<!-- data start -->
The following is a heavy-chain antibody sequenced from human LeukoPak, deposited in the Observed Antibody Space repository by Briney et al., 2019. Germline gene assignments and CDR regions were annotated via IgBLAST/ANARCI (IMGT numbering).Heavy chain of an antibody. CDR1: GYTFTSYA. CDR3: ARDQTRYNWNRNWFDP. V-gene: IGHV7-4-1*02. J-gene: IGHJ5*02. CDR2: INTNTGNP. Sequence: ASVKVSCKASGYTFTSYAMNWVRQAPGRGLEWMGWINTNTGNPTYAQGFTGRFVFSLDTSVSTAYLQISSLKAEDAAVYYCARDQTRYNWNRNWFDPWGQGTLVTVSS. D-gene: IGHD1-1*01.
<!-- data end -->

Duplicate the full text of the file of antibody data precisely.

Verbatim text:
The following is a heavy-chain antibody sequenced from human LeukoPak, deposited in the Observed Antibody Space repository by Briney et al., 2019. Germline gene assignments and CDR regions were annotated via IgBLAST/ANARCI (IMGT numbering).Heavy chain of an antibody. CDR1: GYTFTSYA. CDR3: ARDQTRYNWNRNWFDP. V-gene: IGHV7-4-1*02. J-gene: IGHJ5*02. CDR2: INTNTGNP. Sequence: ASVKVSCKASGYTFTSYAMNWVRQAPGRGLEWMGWINTNTGNPTYAQGFTGRFVFSLDTSVSTAYLQISSLKAEDAAVYYCARDQTRYNWNRNWFDPWGQGTLVTVSS. D-gene: IGHD1-1*01.